|Garnet var. Hessonite (Grossular)
is a calcium-aluminium species of the garnet group of minerals. It has
the chemical formula of Ca3Al2(SiO4)3 but the calcium may, in part, be
replaced by ferrous iron and the aluminium by ferric iron. The name
grossular is derived from the botanical name for the gooseberry,
grossularia, in reference to the green garnet of this composition that
is found in Siberia. Other shades include cinnamon brown (cinnamon stone
variety), red, and yellow. Grossular is a gemstone.
Grossular should not be called grossularite, grossularite was once a type of rock.
Hessonite or Cinnamon Stone, is a more common variety of grossular with
the general formula: Ca3Al2Si3O12. The name comes from the Greek hēssōn,
meaning inferior; an allusion to its lower hardness and lower density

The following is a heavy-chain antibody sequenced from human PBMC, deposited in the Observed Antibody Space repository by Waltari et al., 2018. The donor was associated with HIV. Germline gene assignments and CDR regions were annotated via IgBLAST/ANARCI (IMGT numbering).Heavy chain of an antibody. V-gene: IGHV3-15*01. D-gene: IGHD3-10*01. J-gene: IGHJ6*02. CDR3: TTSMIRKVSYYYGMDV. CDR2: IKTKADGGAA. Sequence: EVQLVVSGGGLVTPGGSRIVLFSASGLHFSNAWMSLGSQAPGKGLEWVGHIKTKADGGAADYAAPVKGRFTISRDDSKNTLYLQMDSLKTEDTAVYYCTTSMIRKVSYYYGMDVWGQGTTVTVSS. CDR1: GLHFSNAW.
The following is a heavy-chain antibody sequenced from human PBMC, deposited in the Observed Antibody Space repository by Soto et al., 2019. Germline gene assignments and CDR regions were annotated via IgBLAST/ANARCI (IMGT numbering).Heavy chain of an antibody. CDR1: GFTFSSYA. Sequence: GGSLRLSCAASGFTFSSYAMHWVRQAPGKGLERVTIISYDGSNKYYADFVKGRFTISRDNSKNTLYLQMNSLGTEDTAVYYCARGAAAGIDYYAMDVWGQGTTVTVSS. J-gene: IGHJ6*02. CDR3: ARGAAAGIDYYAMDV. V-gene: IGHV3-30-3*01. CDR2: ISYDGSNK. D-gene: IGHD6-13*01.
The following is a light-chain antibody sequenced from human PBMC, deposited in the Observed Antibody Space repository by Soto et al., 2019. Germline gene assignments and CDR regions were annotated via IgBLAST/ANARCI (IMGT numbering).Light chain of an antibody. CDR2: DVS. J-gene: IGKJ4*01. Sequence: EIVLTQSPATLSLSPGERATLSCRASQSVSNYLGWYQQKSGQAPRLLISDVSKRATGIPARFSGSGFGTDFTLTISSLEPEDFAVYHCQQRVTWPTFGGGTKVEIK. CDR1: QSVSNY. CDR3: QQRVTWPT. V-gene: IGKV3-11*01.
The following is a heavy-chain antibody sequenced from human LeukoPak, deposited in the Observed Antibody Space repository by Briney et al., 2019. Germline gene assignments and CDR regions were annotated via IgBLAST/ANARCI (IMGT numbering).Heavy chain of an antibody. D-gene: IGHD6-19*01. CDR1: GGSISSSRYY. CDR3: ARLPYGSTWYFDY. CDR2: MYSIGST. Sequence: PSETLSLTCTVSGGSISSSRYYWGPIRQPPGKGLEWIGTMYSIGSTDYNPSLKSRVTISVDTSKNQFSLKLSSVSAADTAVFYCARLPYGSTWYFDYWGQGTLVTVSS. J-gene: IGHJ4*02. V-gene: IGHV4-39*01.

than most other garnet species varieties.
It has a characteristic red color, inclining to orange or yellow, much
like that of zircon. It was shown many years ago, by Sir Arthur Herbert
Church, that many gemstones, especially engraved gems (commonly regarded
as zircon), were actually Hessonite. The difference is readily detected
by the specific gravity, that of Hessonite being 3.64 to 3.69, while
that of zircon is about 4.6. Hessonite has a similar hardness to that of
quartz (being about 7 on the mohs scale), while the hardness of most
garnet species is nearer 7.5.
Hessonite comes chiefly from Sri Lanka and India where it is found
generally in placer deposits, though its occurrence in its native matrix
is not unknown. It is also found in Canada, Brazil and California.